4. Island Life

The island life is one of choice. It is definitely not for city dwellers, where everything is there for them at their fingertips It mainly appeals to people who don’t like big cities and that is how Nora saw it. She went to London twice. There was too much noise, constantly, too many people and far too many cars. There was rubbish all over the streets, graffiti on walls, unfinished buildings, buildings in disrepair and buildings that looked like they’d been bombed and just left as they were. Infact that is exactly what they were.

Whilst the Berliners were tidying up their bombed city, the British just skirted around the bomb holes and gutted buildings, right into the mid 1960s.
But in London, there were theatres and cinemas and music halls and museums and art galleries and sport stadiums and so much more. Then there were the shops. Thousands of them. They sold shoes, handbags and fur coats. She contented herself that she had a fur coat already, albeit sheep fur, which she bought in Derrylin from the post office. It was second hand but it was a perfect fit and in any case, it did the job. When the Atlantic brewed up, the wind that accompanied it could blow straight through you if you weren’t well attired.

She laughed at her own pathetic comparison between London’s shops and the general store on Inishbog which sold Calor gas bottles, cigarettes, bread and tins of beans. Innishbog store was neater and tidier than most of the shops though, mainly because it had hardly anything in it. There were still too many people though. And loud, everyone shouted. And in a strange dialect too, nobody could pronounce words like “thing” or “think”.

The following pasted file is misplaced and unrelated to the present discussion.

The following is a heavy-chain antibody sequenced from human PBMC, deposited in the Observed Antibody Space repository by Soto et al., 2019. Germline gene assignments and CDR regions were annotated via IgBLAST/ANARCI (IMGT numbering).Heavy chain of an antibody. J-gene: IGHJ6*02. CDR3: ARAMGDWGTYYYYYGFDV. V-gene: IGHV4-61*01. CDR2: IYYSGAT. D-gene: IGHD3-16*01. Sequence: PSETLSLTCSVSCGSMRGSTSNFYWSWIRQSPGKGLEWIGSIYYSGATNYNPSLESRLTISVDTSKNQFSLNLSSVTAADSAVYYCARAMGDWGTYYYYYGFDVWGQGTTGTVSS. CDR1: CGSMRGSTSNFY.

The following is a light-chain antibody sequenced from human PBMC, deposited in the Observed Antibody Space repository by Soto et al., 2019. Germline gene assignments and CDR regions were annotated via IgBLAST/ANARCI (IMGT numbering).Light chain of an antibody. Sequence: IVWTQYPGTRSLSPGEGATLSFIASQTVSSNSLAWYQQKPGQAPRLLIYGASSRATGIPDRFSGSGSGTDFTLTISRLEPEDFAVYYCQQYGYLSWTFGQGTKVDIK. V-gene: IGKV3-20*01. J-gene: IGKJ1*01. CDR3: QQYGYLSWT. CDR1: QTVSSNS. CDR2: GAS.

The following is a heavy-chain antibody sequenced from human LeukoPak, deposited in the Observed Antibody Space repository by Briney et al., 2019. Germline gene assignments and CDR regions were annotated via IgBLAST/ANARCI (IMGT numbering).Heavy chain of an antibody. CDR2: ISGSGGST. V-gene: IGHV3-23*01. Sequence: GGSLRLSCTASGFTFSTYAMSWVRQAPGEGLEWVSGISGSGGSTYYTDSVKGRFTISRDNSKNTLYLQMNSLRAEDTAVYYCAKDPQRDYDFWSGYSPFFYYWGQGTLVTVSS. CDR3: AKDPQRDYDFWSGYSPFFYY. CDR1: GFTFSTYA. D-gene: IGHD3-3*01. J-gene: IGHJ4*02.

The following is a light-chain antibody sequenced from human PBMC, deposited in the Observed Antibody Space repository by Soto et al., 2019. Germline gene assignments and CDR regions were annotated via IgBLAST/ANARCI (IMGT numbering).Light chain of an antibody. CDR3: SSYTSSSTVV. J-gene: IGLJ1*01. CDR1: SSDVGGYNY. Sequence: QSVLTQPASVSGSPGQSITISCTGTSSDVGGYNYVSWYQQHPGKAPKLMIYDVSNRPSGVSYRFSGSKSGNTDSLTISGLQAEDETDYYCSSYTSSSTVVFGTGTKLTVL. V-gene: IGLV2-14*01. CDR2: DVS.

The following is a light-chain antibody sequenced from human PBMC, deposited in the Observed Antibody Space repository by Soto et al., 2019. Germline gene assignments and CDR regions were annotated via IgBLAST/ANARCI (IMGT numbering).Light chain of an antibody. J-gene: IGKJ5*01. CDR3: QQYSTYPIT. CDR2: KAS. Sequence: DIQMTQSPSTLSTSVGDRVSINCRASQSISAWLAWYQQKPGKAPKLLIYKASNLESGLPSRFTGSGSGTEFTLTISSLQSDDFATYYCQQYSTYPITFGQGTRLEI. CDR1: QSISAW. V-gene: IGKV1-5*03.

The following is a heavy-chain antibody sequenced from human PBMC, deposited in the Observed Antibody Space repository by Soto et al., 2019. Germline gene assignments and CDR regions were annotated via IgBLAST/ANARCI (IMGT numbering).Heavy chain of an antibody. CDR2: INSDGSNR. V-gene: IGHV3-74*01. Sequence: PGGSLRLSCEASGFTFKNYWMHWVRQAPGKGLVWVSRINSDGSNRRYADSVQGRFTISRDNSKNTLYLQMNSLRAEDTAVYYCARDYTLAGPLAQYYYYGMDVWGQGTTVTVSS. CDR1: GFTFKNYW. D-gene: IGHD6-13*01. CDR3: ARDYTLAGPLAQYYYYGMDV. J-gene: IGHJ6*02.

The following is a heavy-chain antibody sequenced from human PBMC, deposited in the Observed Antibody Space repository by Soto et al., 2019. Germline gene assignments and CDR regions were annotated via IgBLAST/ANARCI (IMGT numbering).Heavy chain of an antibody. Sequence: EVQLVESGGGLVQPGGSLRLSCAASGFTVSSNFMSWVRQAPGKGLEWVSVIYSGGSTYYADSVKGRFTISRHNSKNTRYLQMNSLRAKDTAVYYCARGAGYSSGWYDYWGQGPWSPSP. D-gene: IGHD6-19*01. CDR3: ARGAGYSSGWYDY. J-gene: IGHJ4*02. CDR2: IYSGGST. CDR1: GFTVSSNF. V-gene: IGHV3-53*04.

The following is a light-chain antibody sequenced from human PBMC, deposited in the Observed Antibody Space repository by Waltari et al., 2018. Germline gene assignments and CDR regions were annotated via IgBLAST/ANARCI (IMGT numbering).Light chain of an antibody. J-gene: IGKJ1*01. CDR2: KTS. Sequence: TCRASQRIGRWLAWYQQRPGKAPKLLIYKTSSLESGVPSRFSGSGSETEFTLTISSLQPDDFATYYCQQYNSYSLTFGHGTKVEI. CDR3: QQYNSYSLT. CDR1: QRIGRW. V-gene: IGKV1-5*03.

They shortened some words by missing off the end and lengthening others by adding a whining noise which tailed off at the end. Some people spoke really posh as well, like they did at the BBC. They must have come from rich families she thought, because that is how she heard a rich man in a bowler hat speak when he addressed a man selling newspapers. He looked down his nose at him and called him “my man” which she thought was rudely condescending.

Most of the people on the island had lived there since birth, just like their parents before them and their grandparents before them. Many had moved off during the famine, many had died during the famine. The famine almost wiped the inhabitants of Inishbog off the map. Less than 20 families survived. There were over 1200 people on the island at one time. Most families had 6 or more children, not withstanding the Catholic church’s constriction on any sort of contraception, most families wanted lots of kids to maintain the family farms or fishing industry.